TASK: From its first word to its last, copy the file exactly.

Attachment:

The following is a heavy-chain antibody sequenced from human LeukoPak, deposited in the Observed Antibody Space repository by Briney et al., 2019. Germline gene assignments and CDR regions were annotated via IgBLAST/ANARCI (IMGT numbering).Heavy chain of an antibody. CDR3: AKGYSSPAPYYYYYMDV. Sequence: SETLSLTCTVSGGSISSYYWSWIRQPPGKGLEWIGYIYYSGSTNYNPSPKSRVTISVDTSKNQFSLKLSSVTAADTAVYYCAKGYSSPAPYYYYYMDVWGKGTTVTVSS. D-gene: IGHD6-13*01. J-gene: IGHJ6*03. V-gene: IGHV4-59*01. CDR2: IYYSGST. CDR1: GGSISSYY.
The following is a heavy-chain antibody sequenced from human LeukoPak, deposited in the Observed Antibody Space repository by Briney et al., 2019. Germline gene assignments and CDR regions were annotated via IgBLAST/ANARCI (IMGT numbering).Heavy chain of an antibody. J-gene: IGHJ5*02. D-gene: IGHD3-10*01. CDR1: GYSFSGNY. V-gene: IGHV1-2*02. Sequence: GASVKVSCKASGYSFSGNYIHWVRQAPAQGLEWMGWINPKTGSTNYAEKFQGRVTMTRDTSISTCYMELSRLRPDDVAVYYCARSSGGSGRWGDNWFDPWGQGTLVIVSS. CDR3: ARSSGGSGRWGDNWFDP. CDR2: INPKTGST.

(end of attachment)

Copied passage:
The following is a heavy-chain antibody sequenced from human LeukoPak, deposited in the Observed Antibody Space repository by Briney et al., 2019. Germline gene assignments and CDR regions were annotated via IgBLAST/ANARCI (IMGT numbering).Heavy chain of an antibody. CDR3: AKGYSSPAPYYYYYMDV. Sequence: SETLSLTCTVSGGSISSYYWSWIRQPPGKGLEWIGYIYYSGSTNYNPSPKSRVTISVDTSKNQFSLKLSSVTAADTAVYYCAKGYSSPAPYYYYYMDVWGKGTTVTVSS. D-gene: IGHD6-13*01. J-gene: IGHJ6*03. V-gene: IGHV4-59*01. CDR2: IYYSGST. CDR1: GGSISSYY.
The following is a heavy-chain antibody sequenced from human LeukoPak, deposited in the Observed Antibody Space repository by Briney et al., 2019. Germline gene assignments and CDR regions were annotated via IgBLAST/ANARCI (IMGT numbering).Heavy chain of an antibody. J-gene: IGHJ5*02. D-gene: IGHD3-10*01. CDR1: GYSFSGNY. V-gene: IGHV1-2*02. Sequence: GASVKVSCKASGYSFSGNYIHWVRQAPAQGLEWMGWINPKTGSTNYAEKFQGRVTMTRDTSISTCYMELSRLRPDDVAVYYCARSSGGSGRWGDNWFDPWGQGTLVIVSS. CDR3: ARSSGGSGRWGDNWFDP. CDR2: INPKTGST.